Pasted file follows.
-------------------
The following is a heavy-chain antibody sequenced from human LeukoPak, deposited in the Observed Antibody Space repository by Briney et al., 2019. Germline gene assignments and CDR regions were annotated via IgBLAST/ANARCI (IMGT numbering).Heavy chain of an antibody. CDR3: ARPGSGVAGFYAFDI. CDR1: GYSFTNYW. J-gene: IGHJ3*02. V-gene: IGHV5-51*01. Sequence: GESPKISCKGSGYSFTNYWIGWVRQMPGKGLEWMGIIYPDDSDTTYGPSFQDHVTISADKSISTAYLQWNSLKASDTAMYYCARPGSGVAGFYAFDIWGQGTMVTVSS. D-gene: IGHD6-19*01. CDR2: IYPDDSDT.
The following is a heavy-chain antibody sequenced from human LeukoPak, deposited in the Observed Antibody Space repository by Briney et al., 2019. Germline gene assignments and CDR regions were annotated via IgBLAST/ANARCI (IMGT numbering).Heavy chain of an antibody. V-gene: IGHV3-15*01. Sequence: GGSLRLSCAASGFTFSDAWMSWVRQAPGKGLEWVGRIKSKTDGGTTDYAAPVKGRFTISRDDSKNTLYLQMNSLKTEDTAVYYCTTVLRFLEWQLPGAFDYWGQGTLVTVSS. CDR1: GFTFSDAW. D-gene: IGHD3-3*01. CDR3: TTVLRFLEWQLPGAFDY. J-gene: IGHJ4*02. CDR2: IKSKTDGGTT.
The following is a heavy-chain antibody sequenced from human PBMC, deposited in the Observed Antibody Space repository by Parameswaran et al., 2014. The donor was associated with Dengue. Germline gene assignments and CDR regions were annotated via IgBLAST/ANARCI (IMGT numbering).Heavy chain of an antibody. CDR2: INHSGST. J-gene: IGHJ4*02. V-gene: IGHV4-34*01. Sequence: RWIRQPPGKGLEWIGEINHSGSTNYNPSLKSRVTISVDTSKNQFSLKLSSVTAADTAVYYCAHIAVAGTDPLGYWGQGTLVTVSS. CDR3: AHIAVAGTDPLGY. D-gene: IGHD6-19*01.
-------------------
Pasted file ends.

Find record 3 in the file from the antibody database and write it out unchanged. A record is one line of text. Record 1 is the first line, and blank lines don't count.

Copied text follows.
The following is a heavy-chain antibody sequenced from human PBMC, deposited in the Observed Antibody Space repository by Parameswaran et al., 2014. The donor was associated with Dengue. Germline gene assignments and CDR regions were annotated via IgBLAST/ANARCI (IMGT numbering).Heavy chain of an antibody. CDR2: INHSGST. J-gene: IGHJ4*02. V-gene: IGHV4-34*01. Sequence: RWIRQPPGKGLEWIGEINHSGSTNYNPSLKSRVTISVDTSKNQFSLKLSSVTAADTAVYYCAHIAVAGTDPLGYWGQGTLVTVSS. CDR3: AHIAVAGTDPLGY. D-gene: IGHD6-19*01.